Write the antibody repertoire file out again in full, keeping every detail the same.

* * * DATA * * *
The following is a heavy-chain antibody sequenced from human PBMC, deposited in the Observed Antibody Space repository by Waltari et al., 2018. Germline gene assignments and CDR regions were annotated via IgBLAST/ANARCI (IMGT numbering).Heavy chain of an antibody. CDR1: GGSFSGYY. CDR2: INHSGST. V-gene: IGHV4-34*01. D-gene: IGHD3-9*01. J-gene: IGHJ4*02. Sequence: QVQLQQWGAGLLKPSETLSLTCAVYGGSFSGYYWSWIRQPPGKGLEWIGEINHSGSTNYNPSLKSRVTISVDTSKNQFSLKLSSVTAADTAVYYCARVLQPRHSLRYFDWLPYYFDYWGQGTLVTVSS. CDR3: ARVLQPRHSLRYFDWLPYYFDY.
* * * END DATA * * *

The following is a heavy-chain antibody sequenced from human PBMC, deposited in the Observed Antibody Space repository by Waltari et al., 2018. Germline gene assignments and CDR regions were annotated via IgBLAST/ANARCI (IMGT numbering).Heavy chain of an antibody. CDR1: GGSFSGYY. CDR2: INHSGST. V-gene: IGHV4-34*01. D-gene: IGHD3-9*01. J-gene: IGHJ4*02. Sequence: QVQLQQWGAGLLKPSETLSLTCAVYGGSFSGYYWSWIRQPPGKGLEWIGEINHSGSTNYNPSLKSRVTISVDTSKNQFSLKLSSVTAADTAVYYCARVLQPRHSLRYFDWLPYYFDYWGQGTLVTVSS. CDR3: ARVLQPRHSLRYFDWLPYYFDY.